Kwasi Kwarteng MP, the minister for clean energy, confirmed last week that the long-awaited energy white paper, which will underpin the government’s legally binding target to create a net-zero carbon economy by 2050, would be published this autumn after several delays. It is tentatively scheduled for November and is expected to follow the advice set out by the Committee on Climate Change, including support for the UK’s nascent clean hydrogen industry to help cut carbon emissions from homes and heavy industry. It may also include support for small, modular nuclear reactors, which have found favour with the prime minister’s chief aide, Dominic Cummings, according to industry sources.
Guardian 21st Sept 2020 read more »
New York Climate Week kicks off today with confirmation the number of corporates and governments pledging to deliver net zero emissions by 2050 at the latest has more than doubled in the past year. The news came as the UK government also marked the opening of the annual climate summit by unveiling a series of new climate initiatives in support of its role as host of the crucial COP26 Climate Summit in Glasgow next year. Sharma will later today announce the launch of the COP26 Energy Transition Council to bring together leaders in the power sector across politics, finance, and technology to speed up the transition from coal to renewables in developing countries. The UK will chair the Council alongside the co-chair Damilola Ogunbiyi, the UN Secretary General’s Special Representative for Sustainable Energy for All (SEforALL). The launch comes alongside the announcement of a £50m investment in a new Clean Energy Innovation Facility (CEIF) under the UK’s International Climate Finance programme. The funding is designed to help developing countries more easily access innovative clean energy technologies to foster clean growth, focusing on key sectors such as industry, cooling, smart energy, and storage.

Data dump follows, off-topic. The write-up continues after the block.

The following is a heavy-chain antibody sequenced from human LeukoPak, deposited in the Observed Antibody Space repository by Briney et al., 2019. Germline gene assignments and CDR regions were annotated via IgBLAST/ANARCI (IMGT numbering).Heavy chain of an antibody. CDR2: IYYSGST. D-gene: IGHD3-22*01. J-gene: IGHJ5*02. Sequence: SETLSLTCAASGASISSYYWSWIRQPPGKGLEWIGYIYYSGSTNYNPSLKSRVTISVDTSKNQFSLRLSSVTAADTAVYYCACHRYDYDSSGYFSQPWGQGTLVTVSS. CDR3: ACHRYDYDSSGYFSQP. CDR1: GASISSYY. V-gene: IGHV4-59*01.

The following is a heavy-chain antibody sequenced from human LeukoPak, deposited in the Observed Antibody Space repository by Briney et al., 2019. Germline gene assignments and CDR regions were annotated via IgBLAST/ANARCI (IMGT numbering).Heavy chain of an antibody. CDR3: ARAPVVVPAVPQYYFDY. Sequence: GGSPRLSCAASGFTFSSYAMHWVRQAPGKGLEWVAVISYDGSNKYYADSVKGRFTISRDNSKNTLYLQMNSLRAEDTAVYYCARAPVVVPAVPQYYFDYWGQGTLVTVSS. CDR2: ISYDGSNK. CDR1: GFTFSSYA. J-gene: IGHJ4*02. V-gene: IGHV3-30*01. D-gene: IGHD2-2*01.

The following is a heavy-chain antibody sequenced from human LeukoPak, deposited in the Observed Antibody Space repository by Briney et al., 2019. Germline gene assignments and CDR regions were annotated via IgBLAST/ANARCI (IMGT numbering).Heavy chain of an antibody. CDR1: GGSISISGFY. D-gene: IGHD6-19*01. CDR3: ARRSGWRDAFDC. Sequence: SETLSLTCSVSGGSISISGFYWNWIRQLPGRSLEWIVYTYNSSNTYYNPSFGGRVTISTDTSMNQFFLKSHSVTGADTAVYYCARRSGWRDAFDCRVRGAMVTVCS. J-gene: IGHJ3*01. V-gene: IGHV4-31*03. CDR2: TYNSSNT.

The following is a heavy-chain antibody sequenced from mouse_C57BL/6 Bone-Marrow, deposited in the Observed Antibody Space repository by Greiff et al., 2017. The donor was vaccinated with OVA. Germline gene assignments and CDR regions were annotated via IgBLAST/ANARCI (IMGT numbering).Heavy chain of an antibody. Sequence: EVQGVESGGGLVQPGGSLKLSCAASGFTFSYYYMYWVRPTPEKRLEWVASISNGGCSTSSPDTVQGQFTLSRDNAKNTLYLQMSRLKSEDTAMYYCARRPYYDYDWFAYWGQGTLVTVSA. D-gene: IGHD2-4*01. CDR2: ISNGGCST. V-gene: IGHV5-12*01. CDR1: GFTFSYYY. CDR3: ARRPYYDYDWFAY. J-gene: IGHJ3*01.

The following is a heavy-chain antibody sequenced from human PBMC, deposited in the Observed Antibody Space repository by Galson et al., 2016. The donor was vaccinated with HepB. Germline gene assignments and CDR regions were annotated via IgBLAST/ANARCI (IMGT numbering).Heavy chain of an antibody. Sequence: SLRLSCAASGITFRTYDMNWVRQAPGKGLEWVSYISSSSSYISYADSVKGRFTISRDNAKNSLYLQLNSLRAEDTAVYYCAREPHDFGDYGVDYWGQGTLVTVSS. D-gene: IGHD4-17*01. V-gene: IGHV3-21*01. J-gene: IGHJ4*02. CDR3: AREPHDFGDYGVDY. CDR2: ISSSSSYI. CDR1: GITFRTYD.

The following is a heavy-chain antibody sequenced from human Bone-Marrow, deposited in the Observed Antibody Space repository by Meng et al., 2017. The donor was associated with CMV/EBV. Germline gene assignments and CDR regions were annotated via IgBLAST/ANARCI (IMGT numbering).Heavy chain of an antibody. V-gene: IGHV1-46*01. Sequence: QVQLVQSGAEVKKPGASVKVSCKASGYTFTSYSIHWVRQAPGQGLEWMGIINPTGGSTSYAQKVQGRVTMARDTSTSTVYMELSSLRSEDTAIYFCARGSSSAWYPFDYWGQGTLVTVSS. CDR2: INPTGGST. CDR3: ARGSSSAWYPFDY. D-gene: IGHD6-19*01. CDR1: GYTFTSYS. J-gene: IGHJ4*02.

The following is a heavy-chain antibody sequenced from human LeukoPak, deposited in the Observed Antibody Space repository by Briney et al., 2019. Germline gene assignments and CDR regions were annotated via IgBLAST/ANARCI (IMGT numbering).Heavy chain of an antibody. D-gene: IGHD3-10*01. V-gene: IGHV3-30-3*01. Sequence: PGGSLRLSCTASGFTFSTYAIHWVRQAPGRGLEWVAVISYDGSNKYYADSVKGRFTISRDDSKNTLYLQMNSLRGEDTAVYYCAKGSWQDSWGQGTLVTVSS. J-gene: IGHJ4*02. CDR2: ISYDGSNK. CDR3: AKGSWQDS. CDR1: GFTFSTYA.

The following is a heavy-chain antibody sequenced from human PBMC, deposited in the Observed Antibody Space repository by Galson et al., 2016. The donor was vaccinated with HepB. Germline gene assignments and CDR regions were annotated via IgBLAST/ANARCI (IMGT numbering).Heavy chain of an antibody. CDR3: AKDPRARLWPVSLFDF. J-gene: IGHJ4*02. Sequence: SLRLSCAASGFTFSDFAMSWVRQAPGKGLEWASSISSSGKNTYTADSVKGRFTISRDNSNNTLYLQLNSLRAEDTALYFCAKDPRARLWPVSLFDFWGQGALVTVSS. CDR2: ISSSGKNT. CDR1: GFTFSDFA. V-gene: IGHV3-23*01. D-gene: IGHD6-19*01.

Business Green 21st Sept 2020 read more »
Britain’s commitment to a net zero carbon footprint by 2050 can be the catalyst for a jobs revolution in regions beyond London and the south-east. The government is doing far too little to make it happen. As Britain confronts the unemployment crisis that will blight so many lives this winter, the chancellor, Rishi Sunak, has promised to be “creative” in introducing new measures to support jobs. Mr Sunak still seems stubbornly determined to end, next month, the furlough scheme that remains a lifeline for so many workers. But the misery that will ensue appears to have persuaded him that some kind of alternatives must be found. Inevitably they will be cheaper and less effective, but when the criticism comes, Mr Sunak will protest that it is not the government’s role to indefinitely prop up businesses that the pandemic has consigned to the past. What about propping up the future then? The government’s failure to develop any kind of plan to meet legally binding net zero targets has flown under the radar in recent months, as coronavirus-related chaos reigns in Whitehall. With the exception of a minimalist £2bn “green homes” grant, some new cycle routes and other minor measures, Boris Johnson’s promise to “build back better” has so far proved to be of purely alliterative value.
Guardian 20th Sept 2020 read more »